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Posted Monday, June 26, 2006
Inexpensive products outperform some more costly brands in CR’s tests
Yonkers, NY — Consumer Reports tested more than two dozen liquid, paste, and spray car waxes for the July issue and found two products, from Black Magic and Turtle Wax, that outperformed all the others.
Black Magic Wet Shine Liquid Wax and Turtle Wax Carnauba Car Wax T-6 tied with “Excellent” overall scores. Both products, which sell nationally for around $7 apiece, were also named as CR Best Buys because of their combination of performance and comparatively low cost.
A total of 28 different brands of car wax were tested, including 16 liquid waxes, five pastes, and seven spray-on, wipe-off products. The waxes ranged in price from about $5 to $32.
Consumer Reports found that the liquid waxes generally provide the best combination of cleaning and protection. But contrary to conventional wisdom, they required more effort than paste waxes to apply and remove. As a group, liquids were the hardest to apply evenly, and they took the most time to buff out.
In addition, some left a powdery residue that had to be wiped off. Even the top-rated Black Magic Liquid Wet Shine Liquid Wax (BM48016) required an extra bit of buffing to eliminate any streaking. And CR’s other best all-around choice, the Turtle Wax Carnauba Car Wax T-6, can cause slight scratching or hazing on newer dark-colored finishes.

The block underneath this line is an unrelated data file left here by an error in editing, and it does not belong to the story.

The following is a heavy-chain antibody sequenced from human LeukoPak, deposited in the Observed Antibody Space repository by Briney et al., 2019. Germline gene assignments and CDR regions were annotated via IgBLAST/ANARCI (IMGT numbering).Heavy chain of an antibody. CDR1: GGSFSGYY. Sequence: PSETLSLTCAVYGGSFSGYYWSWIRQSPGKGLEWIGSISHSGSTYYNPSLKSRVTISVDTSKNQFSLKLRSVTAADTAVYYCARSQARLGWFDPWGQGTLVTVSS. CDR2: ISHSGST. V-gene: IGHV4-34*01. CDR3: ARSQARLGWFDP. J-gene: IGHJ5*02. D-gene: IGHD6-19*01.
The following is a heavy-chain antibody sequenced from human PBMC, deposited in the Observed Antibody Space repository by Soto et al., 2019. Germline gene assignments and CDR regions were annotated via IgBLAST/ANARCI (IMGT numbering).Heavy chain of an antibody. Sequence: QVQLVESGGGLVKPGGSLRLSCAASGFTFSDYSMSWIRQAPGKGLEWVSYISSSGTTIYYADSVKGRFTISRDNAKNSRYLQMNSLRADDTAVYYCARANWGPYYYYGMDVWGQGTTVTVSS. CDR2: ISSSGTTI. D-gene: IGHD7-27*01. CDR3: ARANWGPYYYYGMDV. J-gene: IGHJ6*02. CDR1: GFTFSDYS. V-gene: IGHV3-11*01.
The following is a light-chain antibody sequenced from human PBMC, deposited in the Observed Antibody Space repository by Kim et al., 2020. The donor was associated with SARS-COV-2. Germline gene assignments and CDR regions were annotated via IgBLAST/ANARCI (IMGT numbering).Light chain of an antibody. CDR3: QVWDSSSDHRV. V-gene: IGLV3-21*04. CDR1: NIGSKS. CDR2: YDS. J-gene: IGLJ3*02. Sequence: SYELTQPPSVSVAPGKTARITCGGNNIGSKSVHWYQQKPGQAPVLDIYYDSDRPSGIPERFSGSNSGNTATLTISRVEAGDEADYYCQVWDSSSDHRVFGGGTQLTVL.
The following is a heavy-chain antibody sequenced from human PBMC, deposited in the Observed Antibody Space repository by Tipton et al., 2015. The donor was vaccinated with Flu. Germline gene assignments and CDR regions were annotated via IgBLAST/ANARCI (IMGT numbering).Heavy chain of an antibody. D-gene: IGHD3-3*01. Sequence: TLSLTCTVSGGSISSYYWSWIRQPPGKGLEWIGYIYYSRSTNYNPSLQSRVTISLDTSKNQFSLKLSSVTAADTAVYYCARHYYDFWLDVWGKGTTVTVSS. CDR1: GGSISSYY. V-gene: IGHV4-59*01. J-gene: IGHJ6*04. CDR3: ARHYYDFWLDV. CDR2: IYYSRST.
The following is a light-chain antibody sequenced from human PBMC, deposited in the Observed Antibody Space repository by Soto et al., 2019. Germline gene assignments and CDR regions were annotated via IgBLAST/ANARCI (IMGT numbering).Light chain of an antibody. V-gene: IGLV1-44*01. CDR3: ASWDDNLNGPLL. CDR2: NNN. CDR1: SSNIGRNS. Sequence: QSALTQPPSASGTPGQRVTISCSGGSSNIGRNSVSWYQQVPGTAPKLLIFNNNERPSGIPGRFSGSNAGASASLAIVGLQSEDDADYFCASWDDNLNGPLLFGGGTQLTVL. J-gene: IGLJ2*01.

Consumer Reports’ tests found that pricier waxes favored by auto enthusiasts do not necessarily work better than some less-expensive brands. The two top performers cost just $7, while a product selling for $32, P21S Concours-Look Carnauba Wax, ranked no better than mid-pack.
Among the four paste waxes tested, the Nu Finish NFP-80 ($8) outscored its competitors with a “Very Good” score. Eagle One Wax-As-You-Dry ($6) and Turtle Wax 1 Step Wax & Dry T-9 ($6), tied as the best spray products with “Good” scores. Turtle Wax Platinum Series Ultra Gloss T-413R came in just behind the two top-rated sprays.
How to Select the Right Car Wax
In its tests, Consumer Reports found that:
Overall scores for the waxes are based primarily on gloss; durability; ease of use; cleaning; resistance to scratching, swirls and hazing; and plastic compatibility.
Consumer Reports tested using sample panels uniformly finished with white or black automotive paint, both with and without clear coat. Some were left to weather for 12 months on the roof of CR’s National Test Center in Yonkers, NY and others were put into a device that simulates extreme weather conditions. The panels were brought into a lab weekly, where technicians washed and dried them, and applied drops of water to measure beading effect. How well a wax causes water to bead, or repel water, is one way to determine whether wax still provides protection from acid rain and contaminants. To test for ease of use and how well products worked to clean and improve gloss on fading paint, CR used real vehicles, some of which had rarely or never been waxed.
To assess gloss, CR did side-by-side visual comparisons. For durability, CR tracked how water beaded to show how quickly the wax wore away. Cleaning and scratching/hazing tests also relied on side-by-side visual comparisons. For ease of use, CR used cars owned by staffers.
Consumer Reports is one of the most trusted sources for information and advice on consumer products and services. It conducts the most comprehensive auto-test program of any U.S. publication or Web site; the magazine’s auto experts have decades of experience in driving, testing, and reporting on cars. To subscribe to Consumer Reports, call 1-800-234-1645. Information and articles from the magazine can be accessed online at www.ConsumerReports.org .
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